Jaclyn Camardo has been an athlete since she was young; she played hockey through high school and college, but always despised one part of sports: running. In fact, she says that she graduated college without ever running more than two miles at once, as she avoided it at all costs.
However, after graduating from the University of Connecticut in 2012, Camardo moved home and started working with stroke and spinal cord injury patients at the Rehabilitation Institute of Chicago, and her entire perspective on the sport changed.
“Seeing how much e ort it took them to stand up and take a few steps made me very grateful of my legs,” Camardo says. “So, I started running home from work everyday.”
Eventually, this motivation led Camardo to a 5K, a 10K, a half marathon and even a full marathon in 2013. Now, outside of working towards a masters degree in nursing at the University of Illinois at Chicago and being on the Chicago Blackhawks ice crew, Camardo is training for her third Bank of America Chicago Marathon.
“The fact that I run marathons still kind of blows my mind,” Camardo jokes. But after joining TEAM SALUTE last year, Camardo believes her running now has a purpose.
TEAM SALUTE is a nonprofit organization in Arlington Heights. Founded by a family whose husband was asked to go to Iraq after the Sept. 11 attacks, they work together to raise both money and awareness for retired veterans and their families.
“They don’t just raise money, they get to know each family really well and find out what they need,” Camardo says. “If they need help with their bills, or a new computer, or help paying for therapy, they provide that.”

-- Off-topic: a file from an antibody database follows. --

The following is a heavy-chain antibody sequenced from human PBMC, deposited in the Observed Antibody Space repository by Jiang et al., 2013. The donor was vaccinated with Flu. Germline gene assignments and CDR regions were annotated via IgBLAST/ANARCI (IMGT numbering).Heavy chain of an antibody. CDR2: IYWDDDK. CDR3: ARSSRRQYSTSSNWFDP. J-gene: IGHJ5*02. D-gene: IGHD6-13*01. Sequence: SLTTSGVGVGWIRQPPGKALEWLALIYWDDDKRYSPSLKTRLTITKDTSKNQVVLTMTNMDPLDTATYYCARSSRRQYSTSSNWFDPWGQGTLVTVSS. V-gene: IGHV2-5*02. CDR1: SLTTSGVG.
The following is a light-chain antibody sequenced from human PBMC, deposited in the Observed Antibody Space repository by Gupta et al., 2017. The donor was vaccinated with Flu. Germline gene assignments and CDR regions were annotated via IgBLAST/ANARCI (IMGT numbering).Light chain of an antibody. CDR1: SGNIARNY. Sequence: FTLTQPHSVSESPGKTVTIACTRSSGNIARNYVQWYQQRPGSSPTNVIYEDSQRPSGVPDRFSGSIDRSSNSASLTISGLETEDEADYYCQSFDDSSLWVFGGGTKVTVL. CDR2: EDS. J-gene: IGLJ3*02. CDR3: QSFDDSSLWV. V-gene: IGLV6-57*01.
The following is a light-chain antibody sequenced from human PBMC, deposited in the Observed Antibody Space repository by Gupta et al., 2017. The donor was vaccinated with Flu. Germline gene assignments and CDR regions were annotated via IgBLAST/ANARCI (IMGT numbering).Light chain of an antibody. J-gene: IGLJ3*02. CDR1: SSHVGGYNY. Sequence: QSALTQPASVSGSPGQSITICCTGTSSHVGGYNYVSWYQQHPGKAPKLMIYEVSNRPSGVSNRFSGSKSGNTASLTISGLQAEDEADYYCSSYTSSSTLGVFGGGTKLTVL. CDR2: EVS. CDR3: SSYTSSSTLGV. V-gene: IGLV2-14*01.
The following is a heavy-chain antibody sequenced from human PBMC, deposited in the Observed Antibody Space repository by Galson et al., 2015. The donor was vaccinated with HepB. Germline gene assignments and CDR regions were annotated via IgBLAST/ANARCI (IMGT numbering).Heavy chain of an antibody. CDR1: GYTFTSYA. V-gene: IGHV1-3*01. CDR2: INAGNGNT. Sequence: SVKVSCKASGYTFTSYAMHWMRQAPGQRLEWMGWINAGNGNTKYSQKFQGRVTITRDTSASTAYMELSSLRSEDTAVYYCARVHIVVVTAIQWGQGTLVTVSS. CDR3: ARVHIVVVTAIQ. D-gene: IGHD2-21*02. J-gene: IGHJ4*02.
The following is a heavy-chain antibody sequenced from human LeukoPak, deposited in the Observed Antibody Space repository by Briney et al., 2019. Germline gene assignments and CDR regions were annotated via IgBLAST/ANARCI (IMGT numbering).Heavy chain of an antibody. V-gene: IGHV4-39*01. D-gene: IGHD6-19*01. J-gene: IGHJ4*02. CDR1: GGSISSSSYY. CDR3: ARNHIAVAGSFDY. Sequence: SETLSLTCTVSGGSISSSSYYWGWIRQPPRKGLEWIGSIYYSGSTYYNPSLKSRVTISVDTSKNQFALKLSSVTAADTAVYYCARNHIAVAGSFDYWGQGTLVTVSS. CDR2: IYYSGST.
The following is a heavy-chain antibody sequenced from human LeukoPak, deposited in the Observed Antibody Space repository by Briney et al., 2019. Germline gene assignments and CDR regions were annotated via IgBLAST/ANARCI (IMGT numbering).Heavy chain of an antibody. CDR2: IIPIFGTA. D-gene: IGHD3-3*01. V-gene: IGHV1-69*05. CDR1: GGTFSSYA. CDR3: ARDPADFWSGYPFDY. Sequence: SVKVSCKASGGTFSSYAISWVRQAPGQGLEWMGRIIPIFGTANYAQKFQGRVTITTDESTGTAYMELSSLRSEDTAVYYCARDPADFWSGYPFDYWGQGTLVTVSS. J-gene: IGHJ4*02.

The organization began as a 5K race, Camardo says, and has grown into an outlet for veterans and their families to get help in several different ways.
But running is still a big part of its mission, which is why TEAM SALUTE members are running in the Chicago Marathon this year.
While working at RIC, Camardo has treated several wounded veterans, which has allowed her to see the effects of the military rst hand for the rst time. Now in her nursing school clinicals, she works with veterans who su er from Post Traumatic Stress Disorder (PTSD) and other mental and physical injuries. Over time, helping injured veterans has become a passion of Camardo’s.
“Veteran communities are considered a marginalized population,” Camardo says. “A lot of veterans really fear that stigma of PTSD. If they suffer from those symptoms, they’re too proud to try to get help or admit weakness. That’s a huge battle they face.”
Camardo has always had a heavy heart for veterans; her current boyfriend and other friends from college served for four to ve years before getting a degree, which initially opened Camardo’s eyes to what they deal with.
“It’s not just your uncle who served in Vietnam, or your grandpa who served in World War II,” Camardo reflects. “Knowing people your own age makes it more relatable and puts things into perspective.”
In March, TEAM SALUTE announced its partnership with the Chicago Blackhawks for the Chicago Mara-thon this year, ultimately combining all of Camardo’s passions into one.
“It’s really great that TEAM SALUTE and the Blackhawks joined forces,” Camardo says. “Now, I can raise money and use my position on the Blackhawk’s to link to the two organizations and raise more awareness.”
The Chicago Blackhawks already have a reputation of supporting active service members and veterans, Camardo says. During the national anthem before every game, the team brings out an active service member and a veteran to recognize their service. The team does it again before the third period, where they always get a standing ovation from the audience. The Blackhawks are the first team in the National Hockey League to acknowledge veterans twice throughout the game, she adds.
Despite her busy schedule nishing up graduate school, Camardo’s training is going well, and she is very excited for the Bank of America Chicago Marathon to be with her TEAM SALUTE family.
“We just had our prerace party, where everyone in SALUTE shared their stories, and it really made me feel like I’m part of a community,” Camardo says. “Thinking about who this is helping gets me through the long runs … I’m not just running 26 miles to say I can, there’s a purpose and meaning behind it.”